Since lockdown started in mid-March, it almost feels like everything that came BC — before COVID-19 — is no longer relevant.

I conducted some research late last year on strategies to keep civic space open and how to find opportunities to do so. I looked at recent democratic transformations in six countries where there was a more positive outlook on the otherwise gloomy, long-standing trend of “shrinking civic space.” Across these diverse countries were some surprising commonalities about how to improve and expand the opportunities for enabling civil society to function.

The report was finished in late January. After a much-needed holiday in February, I intended to launch the findings in early March, but of course, events had taken a different turn. Many of us have been locked up at home, spending endless hours on Zoom, joining webinars and just trying to make sense of it all. I would speak to my colleagues in Ghana or Colombia, all of us trying to keep going in our makeshift offices — with kitchens and kids as our new backdrop — in conditions we simply could not have predicted just a few weeks before.

The initial feeling was that my research was already out of date. Any grain of optimism we had about opening opportunities for civic space were quickly overtaken by despair and anxiety. This perspective was reflected in a blog I wrote for Ariadne, a European network for funders, early on in the lockdown.

In many ways, COVID-19 has been a boon to despots who want to shrink and control civil society. In monitoring government responses since the start of the pandemic, ICNL has found hundreds of new restrictions on civic freedoms, impacting negatively on civic space. Many of these hamper civil society’s ability to help communities in need, while simultaneously omitting vital scrutiny of government actions. While these are supposed to be “emergency” powers, some worry that such new measures as increased surveillance will remain in place long after the emergency has subsided.

But after the initial shock of lockdown, something surprising happened. In communities around the world, both North and South, civil society actually proved to be far more resilient, finding innovative ways to blossom. Rights CoLab has been tracking many of these, such as mutual aid communities that give direct, localized support, or organizations working to combat myths about the pandemic and protecting vital human rights.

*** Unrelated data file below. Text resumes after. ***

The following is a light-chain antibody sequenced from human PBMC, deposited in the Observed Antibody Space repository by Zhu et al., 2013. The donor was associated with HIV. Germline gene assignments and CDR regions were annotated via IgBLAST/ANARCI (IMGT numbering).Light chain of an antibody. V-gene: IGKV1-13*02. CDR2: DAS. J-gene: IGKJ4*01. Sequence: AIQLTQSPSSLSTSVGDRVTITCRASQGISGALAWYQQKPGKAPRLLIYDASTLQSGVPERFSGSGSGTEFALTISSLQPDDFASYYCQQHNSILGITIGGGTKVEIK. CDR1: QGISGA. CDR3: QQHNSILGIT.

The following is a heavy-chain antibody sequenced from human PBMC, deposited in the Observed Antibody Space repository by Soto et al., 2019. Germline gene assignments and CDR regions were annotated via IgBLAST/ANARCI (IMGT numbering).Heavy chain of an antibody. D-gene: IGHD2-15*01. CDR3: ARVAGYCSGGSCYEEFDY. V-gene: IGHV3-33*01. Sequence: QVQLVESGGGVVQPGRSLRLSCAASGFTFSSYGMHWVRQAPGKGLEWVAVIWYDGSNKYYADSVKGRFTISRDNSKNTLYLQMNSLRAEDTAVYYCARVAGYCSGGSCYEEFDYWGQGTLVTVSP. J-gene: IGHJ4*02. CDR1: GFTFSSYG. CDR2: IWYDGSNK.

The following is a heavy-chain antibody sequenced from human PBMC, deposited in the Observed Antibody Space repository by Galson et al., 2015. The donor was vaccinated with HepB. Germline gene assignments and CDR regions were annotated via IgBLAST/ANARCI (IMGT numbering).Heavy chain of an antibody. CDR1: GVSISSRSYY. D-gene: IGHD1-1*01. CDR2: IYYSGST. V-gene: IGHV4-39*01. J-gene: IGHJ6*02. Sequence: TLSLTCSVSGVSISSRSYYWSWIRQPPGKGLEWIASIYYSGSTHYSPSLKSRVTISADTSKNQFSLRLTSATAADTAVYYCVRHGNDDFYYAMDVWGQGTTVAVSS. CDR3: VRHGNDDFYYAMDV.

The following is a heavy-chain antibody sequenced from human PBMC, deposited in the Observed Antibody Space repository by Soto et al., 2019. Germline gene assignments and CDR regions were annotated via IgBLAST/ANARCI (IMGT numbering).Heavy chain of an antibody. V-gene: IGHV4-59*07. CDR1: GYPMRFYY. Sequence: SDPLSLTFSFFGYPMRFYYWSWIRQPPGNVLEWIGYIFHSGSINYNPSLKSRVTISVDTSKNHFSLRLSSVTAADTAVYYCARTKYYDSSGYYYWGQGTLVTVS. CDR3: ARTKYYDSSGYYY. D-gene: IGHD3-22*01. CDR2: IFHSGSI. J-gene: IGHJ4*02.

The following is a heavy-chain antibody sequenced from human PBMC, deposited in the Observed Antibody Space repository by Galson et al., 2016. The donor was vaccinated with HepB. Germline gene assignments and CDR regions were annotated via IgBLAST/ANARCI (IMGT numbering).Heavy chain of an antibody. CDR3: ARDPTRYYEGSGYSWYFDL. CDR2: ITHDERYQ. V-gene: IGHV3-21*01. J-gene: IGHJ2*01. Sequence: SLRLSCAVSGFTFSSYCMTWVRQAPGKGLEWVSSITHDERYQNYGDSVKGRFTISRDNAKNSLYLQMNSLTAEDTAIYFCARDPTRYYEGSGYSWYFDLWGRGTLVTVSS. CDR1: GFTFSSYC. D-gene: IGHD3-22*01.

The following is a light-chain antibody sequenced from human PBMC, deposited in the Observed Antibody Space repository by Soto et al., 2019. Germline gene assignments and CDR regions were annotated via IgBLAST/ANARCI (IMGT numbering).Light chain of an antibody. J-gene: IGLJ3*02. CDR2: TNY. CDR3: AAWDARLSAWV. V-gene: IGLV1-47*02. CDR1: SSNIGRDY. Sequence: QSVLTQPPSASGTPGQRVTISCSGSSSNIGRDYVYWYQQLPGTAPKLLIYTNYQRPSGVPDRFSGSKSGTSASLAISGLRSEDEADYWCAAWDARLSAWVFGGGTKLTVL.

Beyond these innovations, the sudden uprising of the Black Lives Matter (BLM) movement after the murder of George Floyd in late May reached new heights and ricocheted around the world. Alongside very active protests, new discussions and actions addressing race and power were springing up everywhere. Civic space hadn’t closed down, it just took on new, and dare I say it, exciting forms.

And I realized that far from being outdated, the research I undertook last year was, in fact, very relevant indeed. What has happened, both as a result of COVID-19 and BLM, has actually echoed my findings on how to open civic space. Two specific lessons from the research stand out.

First, it is critical for civil society to work outside of capital cities, to engage in practical actions that counter the view that civil society is made up of a disconnected “elite”; in other words, actions that make real differences in people’s daily lives. We’ve seen this during the pandemic in spades: both formal and informal organizations throughout the world have re-purposed their work to help people survive the pandemic while advocating for their rights, including in more repressive regimes.

Second, developing stronger localized funding models to ensure long-term sustainability, and reducing dependency on foreign funding over time, is essential for survival. The humanitarian response to COVID-19 has been hampered where these have been lacking, and some donors have been unwilling to allow civil society to re-purpose their funds. INGOs have had to plug their own funding shortfalls and have closed down offices in places where their support would normally be expected, many of these in countries where civic space was already closing. Meanwhile, community philanthropy has stepped in to help raise and distribute money locally. The infrastructure for these endeavours, however, needs longer-lasting and sustained investment. The call from the #shiftthepower movement feels more relevant now than ever before.

Many people I interviewed for the study also told me that coalition work and finding common cause across civil society groups on relevant issues — such as fair economies or universal health care — is a powerful, lasting way to protect civic space. We’ve already seen the COVID-19 pandemic used as a launch pad to do just that. In my own country, the UK, the #buildbackbetter coalition has united trade unions and civil society leaders in environment, development, and health alongside progressive business communities, giving people the tools to organize locally.

Most importantly perhaps, the report also shows where funders can invest now to ensure that civil society can play its vital role in helping people both survive and thrive, not just in the current emergency but also well into the future. I’ve realized that you don’t necessarily need a democratic opening to protect and uphold civic space. While legal protections and other formal means to ensure that civil society has a voice are absolutely critical, civil society has begun to lay its own groundwork to ensure its meaning and relevance whatever conditions we face — global pandemic included.


Download the report:

Open Space: How Do You Expand Civic Space During Democratic Transformation?

By Deborah Doane, Published by Rights CoLab, June 2020


Photo by Polina Kirilenko on Unsplash